How to Avoid Car Dealership Scams

There are many elements involved in purchasing a car, which is why car dealership scams are so common: price, interest, fees, leasing, buying, and value just to name a few. Below are some steps you can take to avoid being scammed and to avoid paying more than you have to for a car.

Do Research Before You Go to a Car Dealership
To avoid paying more than the reasonable value of a car, learn about the type of car you would like to purchase. When purchasing a new car, it’s easy to learn how much the car is worth and how much the car is generally being sold for in your area. Also, for new cars, some online research will also tell you how much upgrades are worth. Learning this information in advance will give you an advantage when negotiating price. Here, you will know if the price that is being offered is a reasonable price.

When purchasing a used car, learning the value of the car isn’t as easy, but there are resources online that will allow you to learn, generally, the value of a used car based on how much the car has been used. Certified inspections and warranties are also valuable when it comes to used cars, as you can never know, even based on a test drive or looking under the hood, if the car has some type of mechanical issue that you are not expecting.

Get Pre-Approved for a Car Loan
Car dealerships often make a significant amount of profit on charging an interest rate that is higher than what you may qualify for. Before you go to a dealership, you can get pre-approved for an auto loan by a bank based on your budget. If you are pre-approved for an auto loan, the car dealership cannot charge you more in interest than you would qualify for at a bank. Also, note that some banks may charge lower interest rates for auto loans than other banks. Either way, if you get pre-approved for an auto loan by a bank, the car dealership will not be able to apply an exorbitant interest rate, which the car dealership can make money on.

To avoid high interest scams, it is also good to know what your credit score is in advance, as your credit score will likely impact the interest rate that will be applied. Generally, whether your credit score is high or low will impact the amount of interest on a loan you may need to pay.

Do Not Negotiate Based on Monthly Payments
Negotiating based on monthly payments is probably one of the most common car dealership scams. Though many car manufacturers and dealerships will advertise the price of a car, most often a car salesperson’s first question will NOT be, “How much do you want to spend on a car?” The salesperson’s first question will likely be, “What can you afford in terms of a monthly payment?” Just because you can afford to pay $400 per month, for example, does not mean that the car you want to purchase is worth $400 a month.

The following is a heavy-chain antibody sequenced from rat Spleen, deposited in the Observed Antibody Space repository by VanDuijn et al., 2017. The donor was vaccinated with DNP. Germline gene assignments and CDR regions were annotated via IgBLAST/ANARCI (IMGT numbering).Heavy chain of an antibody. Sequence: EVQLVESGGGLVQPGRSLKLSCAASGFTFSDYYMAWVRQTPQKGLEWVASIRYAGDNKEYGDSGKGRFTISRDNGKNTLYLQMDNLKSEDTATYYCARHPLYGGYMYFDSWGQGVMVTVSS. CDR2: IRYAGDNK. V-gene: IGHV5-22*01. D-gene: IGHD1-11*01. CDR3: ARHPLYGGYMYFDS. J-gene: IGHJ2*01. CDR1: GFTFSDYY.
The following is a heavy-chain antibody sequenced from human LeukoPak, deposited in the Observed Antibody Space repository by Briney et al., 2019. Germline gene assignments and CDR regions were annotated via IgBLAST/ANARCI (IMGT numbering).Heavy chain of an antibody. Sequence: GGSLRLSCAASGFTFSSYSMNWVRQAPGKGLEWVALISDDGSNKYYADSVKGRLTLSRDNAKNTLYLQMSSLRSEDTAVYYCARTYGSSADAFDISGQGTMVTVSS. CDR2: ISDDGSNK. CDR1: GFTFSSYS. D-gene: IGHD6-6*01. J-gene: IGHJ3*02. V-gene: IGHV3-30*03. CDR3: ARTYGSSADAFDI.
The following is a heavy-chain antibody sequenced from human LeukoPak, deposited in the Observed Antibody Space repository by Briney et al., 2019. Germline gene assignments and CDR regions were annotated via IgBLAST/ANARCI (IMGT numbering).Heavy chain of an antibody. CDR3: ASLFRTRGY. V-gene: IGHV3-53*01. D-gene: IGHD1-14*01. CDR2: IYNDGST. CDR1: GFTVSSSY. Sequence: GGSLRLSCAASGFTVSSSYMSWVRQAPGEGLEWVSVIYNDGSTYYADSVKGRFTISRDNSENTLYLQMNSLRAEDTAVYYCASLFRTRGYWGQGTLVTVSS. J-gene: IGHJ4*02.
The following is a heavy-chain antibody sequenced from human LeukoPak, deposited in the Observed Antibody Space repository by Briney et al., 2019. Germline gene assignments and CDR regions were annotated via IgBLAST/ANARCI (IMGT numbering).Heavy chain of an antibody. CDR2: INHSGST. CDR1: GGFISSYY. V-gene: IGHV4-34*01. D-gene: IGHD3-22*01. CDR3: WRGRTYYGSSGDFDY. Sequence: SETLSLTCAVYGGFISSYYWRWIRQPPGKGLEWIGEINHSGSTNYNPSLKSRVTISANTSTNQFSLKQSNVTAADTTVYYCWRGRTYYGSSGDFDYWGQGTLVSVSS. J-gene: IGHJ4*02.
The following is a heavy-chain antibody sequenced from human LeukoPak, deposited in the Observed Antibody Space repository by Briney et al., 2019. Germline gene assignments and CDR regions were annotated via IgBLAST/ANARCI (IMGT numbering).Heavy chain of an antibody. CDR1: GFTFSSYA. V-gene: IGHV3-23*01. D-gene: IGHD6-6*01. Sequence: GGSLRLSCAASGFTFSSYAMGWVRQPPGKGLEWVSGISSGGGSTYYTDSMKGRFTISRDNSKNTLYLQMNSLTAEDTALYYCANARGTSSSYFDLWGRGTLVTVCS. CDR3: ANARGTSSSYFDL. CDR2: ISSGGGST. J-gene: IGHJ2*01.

Here, a salesperson will want to move a car purchase along as quickly as possible based on your monthly payment budget. However, take the time to calculate your monthly payment over the term. For example, if you pay $400 each month for five years (60 months), that means you will be paying $24,000 for the car. A quick calculation like this will allow you to determine if the car is worth the total cost, or if you will be paying more than what you want to spend or more than the advertised cost.

Be Ready to Walk Away
Car salespeople have a reputation for being aggressive, and this can make it hard to avoid a deal that you will later regret. Before you go to a car dealership, make a promise to yourself (or someone else) that if the deal doesn’t seem quite right at any point or if you are not 100% comfortable and satisfied, you will walk away from the purchase.

Buying a car can be a big deal, a commitment of many years, and people are often anxious about going to a dealership. Car salespeople are also really good at making the process hard to stop once you start a conversation with a salesperson at a dealership. However, at any time prior to signing documents, you can just walk away from the transaction if things feel weird, if you feel pressured, or if you feel like something isn’t right.

Compare Prices at a Different Dealership
Another way to ensure that you are not getting scammed by a car dealership is to shop around and let multiple dealerships compete for your business. Presuming you know the precise car you want to purchase, getting offers from multiple dealerships on the same year, make, and model of a car could prove to be valuable, as some dealerships may be more competitive, or you may see a drastic price difference between dealerships, thereby avoiding a potential scam.


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